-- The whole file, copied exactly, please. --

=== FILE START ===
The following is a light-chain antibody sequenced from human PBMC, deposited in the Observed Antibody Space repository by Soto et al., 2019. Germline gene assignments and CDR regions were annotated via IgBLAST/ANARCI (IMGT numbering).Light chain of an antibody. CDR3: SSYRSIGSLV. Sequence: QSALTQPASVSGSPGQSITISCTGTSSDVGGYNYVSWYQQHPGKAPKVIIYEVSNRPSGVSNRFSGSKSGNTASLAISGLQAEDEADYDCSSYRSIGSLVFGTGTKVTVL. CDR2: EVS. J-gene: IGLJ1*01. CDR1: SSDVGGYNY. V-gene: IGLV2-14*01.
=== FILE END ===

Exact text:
The following is a light-chain antibody sequenced from human PBMC, deposited in the Observed Antibody Space repository by Soto et al., 2019. Germline gene assignments and CDR regions were annotated via IgBLAST/ANARCI (IMGT numbering).Light chain of an antibody. CDR3: SSYRSIGSLV. Sequence: QSALTQPASVSGSPGQSITISCTGTSSDVGGYNYVSWYQQHPGKAPKVIIYEVSNRPSGVSNRFSGSKSGNTASLAISGLQAEDEADYDCSSYRSIGSLVFGTGTKVTVL. CDR2: EVS. J-gene: IGLJ1*01. CDR1: SSDVGGYNY. V-gene: IGLV2-14*01.